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1.
Acta Pharm Sin B ; 11(9): 2850-2858, 2021 Sep.
Article in English | MEDLINE | ID: covidwho-1415197

ABSTRACT

COVID-19 pandemic caused by SARS-CoV-2 infection severely threatens global health and economic development. No effective antiviral drug is currently available to treat COVID-19 and any other human coronavirus infections. We report herein that a macrolide antibiotic, carrimycin, potently inhibited the cytopathic effects (CPE) and reduced the levels of viral protein and RNA in multiple cell types infected by human coronavirus 229E, OC43, and SARS-CoV-2. Time-of-addition and pseudotype virus infection studies indicated that carrimycin inhibited one or multiple post-entry replication events of human coronavirus infection. In support of this notion, metabolic labelling studies showed that carrimycin significantly inhibited the synthesis of viral RNA. Our studies thus strongly suggest that carrimycin is an antiviral agent against a broad-spectrum of human coronaviruses and its therapeutic efficacy to COVID-19 is currently under clinical investigation.

2.
Engineering (Beijing) ; 2021 Jun 26.
Article in English | MEDLINE | ID: covidwho-1284079

ABSTRACT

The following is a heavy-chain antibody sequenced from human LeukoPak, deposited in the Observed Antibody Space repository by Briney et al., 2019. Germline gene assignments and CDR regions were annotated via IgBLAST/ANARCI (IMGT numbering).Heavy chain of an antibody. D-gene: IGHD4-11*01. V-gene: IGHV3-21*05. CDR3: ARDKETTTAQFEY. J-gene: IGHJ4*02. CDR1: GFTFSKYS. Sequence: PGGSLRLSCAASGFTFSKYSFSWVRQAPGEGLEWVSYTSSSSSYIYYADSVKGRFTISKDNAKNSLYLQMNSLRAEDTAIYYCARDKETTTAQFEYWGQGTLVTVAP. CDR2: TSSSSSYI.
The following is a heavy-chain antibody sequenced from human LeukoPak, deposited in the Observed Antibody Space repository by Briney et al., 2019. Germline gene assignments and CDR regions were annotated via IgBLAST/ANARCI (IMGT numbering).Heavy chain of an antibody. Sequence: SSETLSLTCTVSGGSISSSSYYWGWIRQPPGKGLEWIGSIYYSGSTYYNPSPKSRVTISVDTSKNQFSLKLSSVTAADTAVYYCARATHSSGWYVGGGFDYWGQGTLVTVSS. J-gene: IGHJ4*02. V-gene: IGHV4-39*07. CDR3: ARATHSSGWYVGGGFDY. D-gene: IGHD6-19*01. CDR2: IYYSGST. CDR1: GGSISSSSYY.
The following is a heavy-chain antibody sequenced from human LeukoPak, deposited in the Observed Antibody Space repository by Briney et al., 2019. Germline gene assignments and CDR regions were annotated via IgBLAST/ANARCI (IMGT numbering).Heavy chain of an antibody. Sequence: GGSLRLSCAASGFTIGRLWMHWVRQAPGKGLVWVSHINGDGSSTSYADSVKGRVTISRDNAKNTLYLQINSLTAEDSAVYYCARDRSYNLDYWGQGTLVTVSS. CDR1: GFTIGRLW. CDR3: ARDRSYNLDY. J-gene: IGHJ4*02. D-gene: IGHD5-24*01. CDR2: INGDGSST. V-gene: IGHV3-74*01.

Many microorganisms have mechanisms that protect cells against attack from viruses. The fermentation components of Streptomyces sp. 1647 exhibit potent anti-influenza A virus (IAV) activity. This strain was isolated from soil in southern China in the 1970s, but the chemical nature of its antiviral substance(s) has remained unknown until now. We used an integrated multi-omics strategy to identify the antiviral agents from this streptomycete. The antibiotics and Secondary Metabolite Analysis Shell (antiSMASH) analysis of its genome sequence revealed 38 biosynthetic gene clusters (BGCs) for secondary metabolites, and the target BGCs possibly responsible for the production of antiviral components were narrowed down to three BGCs by bioactivity-guided comparative transcriptomics analysis. Through bioinformatics analysis and genetic manipulation of the regulators and a biosynthetic gene, cluster 36 was identified as the BGC responsible for the biosynthesis of the antiviral compounds. Bioactivity-based molecular networking analysis of mass spectrometric data from different recombinant strains illustrated that the antiviral compounds were a class of structural analogues. Finally, 18 pseudo-tetrapeptides with an internal ureido linkage, omicsynins A1-A6, B1-B6, and C1-C6, were identified and/or isolated from fermentation broth. Among them, 11 compounds (omicsynins A1, A2, A6, B1-B3, B5, B6, C1, C2, and C6) are new compounds. Omicsynins B1-B4 exhibited potent antiviral activity against IAV with the 50% inhibitory concentration (IC50) of approximately 1 µmol∙L-1 and a selectivity index (SI) ranging from 100 to 300. Omicsynins B1-B4 also showed significant antiviral activity against human coronavirus HCoV-229E. By integrating multi-omics data, we discovered a number of novel antiviral pseudo-tetrapeptides produced by Streptomyces sp. 1647, indicating that the secondary metabolites of microorganisms are a valuable source of novel antivirals.

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